Speaking of icons and fetish objects, my friend and colleague Kim Levin, who was an art critic at the Voice for more than 20 years, has filled the Ronald Feldman Gallery with what I consider to be almost holy relics. Pinned to the wall of the main gallery are more than 500 of Levin's gallery itineraries. The effect is like a library, a sea of frozen prayer flags, and a journey through time. Each list has the names of galleries and artists color-coded and organized geographically by neighborhood. (One has a note that says, "Call Jerry Saltz.")
Lining the walls of the rear gallery are Levin's gallery notes on press releases and exhibition checklists. Artists should pay attention to her spot-on haiku reviews of their shows. An early Lisa Yuskavage one reads, "Chicks with jugs/Manned engines of ambivalence"; a Sarah Sze invite mentions "soaring/less improvisational"; a Jules de Balincourt note simply says, "still in school." Levin is an adept sketcher, as can be seen in her delightful drawings of paintings and sculptures. More than 500 gallery announcement cards dating from the 1970s to the present allow you to trace the history of the art world in exhibition announcements and to behold the names of galleries that no longer exist and artists who have passed away.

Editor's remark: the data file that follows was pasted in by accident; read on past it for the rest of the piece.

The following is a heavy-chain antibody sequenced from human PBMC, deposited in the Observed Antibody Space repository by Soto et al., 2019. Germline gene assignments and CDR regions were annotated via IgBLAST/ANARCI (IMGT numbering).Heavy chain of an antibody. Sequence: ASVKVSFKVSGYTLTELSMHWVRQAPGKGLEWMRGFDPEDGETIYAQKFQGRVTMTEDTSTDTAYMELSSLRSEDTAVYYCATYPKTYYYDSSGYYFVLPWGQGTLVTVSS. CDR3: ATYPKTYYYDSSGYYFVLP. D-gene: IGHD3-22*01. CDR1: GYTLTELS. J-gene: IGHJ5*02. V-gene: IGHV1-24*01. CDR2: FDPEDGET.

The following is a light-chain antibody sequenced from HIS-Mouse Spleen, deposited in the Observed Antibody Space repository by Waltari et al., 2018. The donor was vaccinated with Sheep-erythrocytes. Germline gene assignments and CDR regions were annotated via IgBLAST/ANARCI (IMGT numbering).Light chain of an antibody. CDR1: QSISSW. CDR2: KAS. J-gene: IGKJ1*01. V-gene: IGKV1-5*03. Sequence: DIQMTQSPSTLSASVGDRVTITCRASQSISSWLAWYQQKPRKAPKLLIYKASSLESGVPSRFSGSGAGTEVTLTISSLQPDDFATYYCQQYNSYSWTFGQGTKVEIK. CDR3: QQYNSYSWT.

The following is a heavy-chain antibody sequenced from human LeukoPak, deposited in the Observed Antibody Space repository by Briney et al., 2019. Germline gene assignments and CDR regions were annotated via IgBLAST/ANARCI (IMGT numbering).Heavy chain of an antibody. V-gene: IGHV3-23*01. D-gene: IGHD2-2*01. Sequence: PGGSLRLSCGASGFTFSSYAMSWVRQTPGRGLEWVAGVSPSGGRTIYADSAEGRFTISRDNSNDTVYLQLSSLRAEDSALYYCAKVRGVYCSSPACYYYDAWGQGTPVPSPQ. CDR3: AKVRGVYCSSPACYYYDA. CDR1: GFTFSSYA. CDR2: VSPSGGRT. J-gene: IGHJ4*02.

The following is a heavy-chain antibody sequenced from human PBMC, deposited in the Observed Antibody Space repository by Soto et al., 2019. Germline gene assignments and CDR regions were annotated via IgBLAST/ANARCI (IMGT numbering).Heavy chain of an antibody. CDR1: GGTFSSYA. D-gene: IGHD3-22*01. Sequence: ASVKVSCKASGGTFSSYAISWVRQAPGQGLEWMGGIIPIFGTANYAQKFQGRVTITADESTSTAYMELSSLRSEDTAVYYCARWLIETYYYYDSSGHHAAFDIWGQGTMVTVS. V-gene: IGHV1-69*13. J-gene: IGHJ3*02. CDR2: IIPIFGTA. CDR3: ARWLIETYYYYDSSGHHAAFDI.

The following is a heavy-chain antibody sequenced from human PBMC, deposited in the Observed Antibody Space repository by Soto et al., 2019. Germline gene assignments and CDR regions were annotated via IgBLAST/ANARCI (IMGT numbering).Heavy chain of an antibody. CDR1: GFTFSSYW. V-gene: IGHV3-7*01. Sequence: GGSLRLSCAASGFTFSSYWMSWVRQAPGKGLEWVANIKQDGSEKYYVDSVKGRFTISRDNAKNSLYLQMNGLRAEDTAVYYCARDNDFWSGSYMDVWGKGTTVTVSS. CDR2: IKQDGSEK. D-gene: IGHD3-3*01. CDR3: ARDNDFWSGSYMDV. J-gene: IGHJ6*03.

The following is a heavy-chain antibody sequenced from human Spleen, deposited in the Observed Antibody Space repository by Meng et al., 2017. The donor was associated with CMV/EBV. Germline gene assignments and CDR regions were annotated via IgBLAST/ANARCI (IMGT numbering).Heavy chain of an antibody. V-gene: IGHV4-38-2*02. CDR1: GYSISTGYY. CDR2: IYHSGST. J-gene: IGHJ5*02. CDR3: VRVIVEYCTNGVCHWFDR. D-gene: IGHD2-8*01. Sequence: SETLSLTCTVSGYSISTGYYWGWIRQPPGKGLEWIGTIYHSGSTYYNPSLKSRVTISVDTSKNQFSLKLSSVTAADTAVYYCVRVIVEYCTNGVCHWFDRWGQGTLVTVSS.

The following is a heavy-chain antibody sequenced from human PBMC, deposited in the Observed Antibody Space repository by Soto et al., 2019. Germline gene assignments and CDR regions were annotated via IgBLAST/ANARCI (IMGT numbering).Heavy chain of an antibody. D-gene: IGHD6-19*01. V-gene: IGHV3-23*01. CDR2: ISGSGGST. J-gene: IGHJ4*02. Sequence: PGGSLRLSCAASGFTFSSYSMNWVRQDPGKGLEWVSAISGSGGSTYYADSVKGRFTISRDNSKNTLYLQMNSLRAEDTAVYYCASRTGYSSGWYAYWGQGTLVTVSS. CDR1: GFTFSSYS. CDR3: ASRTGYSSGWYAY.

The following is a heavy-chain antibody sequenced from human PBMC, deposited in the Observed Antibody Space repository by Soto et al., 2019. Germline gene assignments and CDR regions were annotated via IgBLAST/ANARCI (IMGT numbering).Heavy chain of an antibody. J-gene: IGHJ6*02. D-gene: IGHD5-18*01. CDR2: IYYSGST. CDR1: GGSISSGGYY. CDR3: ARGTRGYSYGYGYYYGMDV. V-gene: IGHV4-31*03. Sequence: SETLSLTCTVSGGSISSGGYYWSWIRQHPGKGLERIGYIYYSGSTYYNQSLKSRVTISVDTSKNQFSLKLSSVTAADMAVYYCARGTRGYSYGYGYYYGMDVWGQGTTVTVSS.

This show is a reminder that what may be most ephemeral about the art world is the art world itself. Objects remain but everything else will one day be gone. Levin lets you see how one critic lovingly keeps track of it all.
Kim Levin: Notes and Itineraries, 1976�2004
Organized with John Salvest
Ronald Feldman Fine Arts
31 Mercer Street
Through February 4
If there's no iconic image, does an artist's work risk becoming fuzzy in the mind?
by Jerry Saltz
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